The electrostatic potential of MED25(391–543) (Fig. 1f) exhibits two distinct positively charged regions on opposite sides of the protein molecule which are likely important for TAD binding. Furthermore, there is an extended groove on the surface which is ‘wrapped around’ the protein and passes through the two positively charged regions. A total of 42 residues, most of which are positively charged or hydrophobic (Ser 396, Lys 398, Trp 408, Gln 409, Tyr 432, Glu 437, Asn 438, Leu 439, Gln 455, Arg 469, Met 470, Gln 472, Phe 473, His 474, Phe 475, Lys 478, Lys 484, Tyr 487, Arg 488, Met 490, Gly 491, Gly 493, Phe 494, Pro 500, His 502, Thr 503, Ala 504, Cys 506, Glu 507, Val 508, Arg 509, Leu 514, Tyr 515, Ser 517, Lys 519, Lys 520, Ile 521, Phe 522, Met 523, Tyr 528, Gln 530) participate in forming the groove. Consistent with the hypothesis that the charged patches and the groove are important for TAD binding, substitution of amino acid residues 447–450 or 484–488 to Ala resulted in a decreased interaction with the IE62 TAD [9] and VP16 TAD (Yamamoto and Ruyechan, unpublished results).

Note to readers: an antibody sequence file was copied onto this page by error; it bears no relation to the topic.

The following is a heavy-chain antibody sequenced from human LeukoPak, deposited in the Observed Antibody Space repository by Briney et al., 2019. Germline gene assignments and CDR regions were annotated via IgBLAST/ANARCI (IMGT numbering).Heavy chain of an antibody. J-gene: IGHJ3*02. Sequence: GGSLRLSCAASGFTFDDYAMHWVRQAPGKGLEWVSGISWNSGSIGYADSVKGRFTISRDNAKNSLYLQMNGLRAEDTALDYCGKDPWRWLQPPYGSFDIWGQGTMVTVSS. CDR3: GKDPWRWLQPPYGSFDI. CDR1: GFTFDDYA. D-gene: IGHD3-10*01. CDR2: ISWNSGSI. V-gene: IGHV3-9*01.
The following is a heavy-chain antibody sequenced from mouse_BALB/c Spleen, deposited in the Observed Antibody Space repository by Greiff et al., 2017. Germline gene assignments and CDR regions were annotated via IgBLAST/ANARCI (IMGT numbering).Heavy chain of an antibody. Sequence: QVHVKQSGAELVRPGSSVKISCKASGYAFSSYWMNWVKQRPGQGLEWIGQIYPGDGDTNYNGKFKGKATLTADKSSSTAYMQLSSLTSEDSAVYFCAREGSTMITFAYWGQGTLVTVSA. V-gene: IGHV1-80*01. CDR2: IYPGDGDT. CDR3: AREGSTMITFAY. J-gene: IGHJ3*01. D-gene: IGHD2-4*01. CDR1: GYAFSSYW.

A search of the PDB for structurally similar proteins using the DALI server [46] resulted in only two significant hits (Fig. 2a, b) other than MED25(391–548): (i) the β-barrel domains of the Ku70/Ku80 heterodimer (PDB accesion codes 1JEY, 1JEQ; highest Z-score 8.5; 108 residues with 10% sequence identity aligned with an RMSD value of 3.1 Å for Cα atoms) and (ii) the Spen paralog and orthlog C-terminal (SPOC) domain of SMRT/HDAC1-associated repressor protein (SHARP) (PDB accession code 1OW1; Z-score 7.2; 107 residues; 19%; 2.9 Å). Ku70/Ku80 is implicated in a wide range of functions, including DNA helicase activity, transcriptional activation, but mainly in double-stranded DNA break repair. In these crystal structures the β-barrel domains of Ku make extensive contacts with each other, as well as with other regions of the opposite subunit and the phosphate backbone of the DNA. SHARP, on the other hand, binds to nuclear receptors and represses transcription by interacting with histone deacetylase complexes (HDAC) [47, 48], and the acidic co-repressor SMRT/NCoR [47, 49] via the C-terminal SPOC domain.
Fig. 2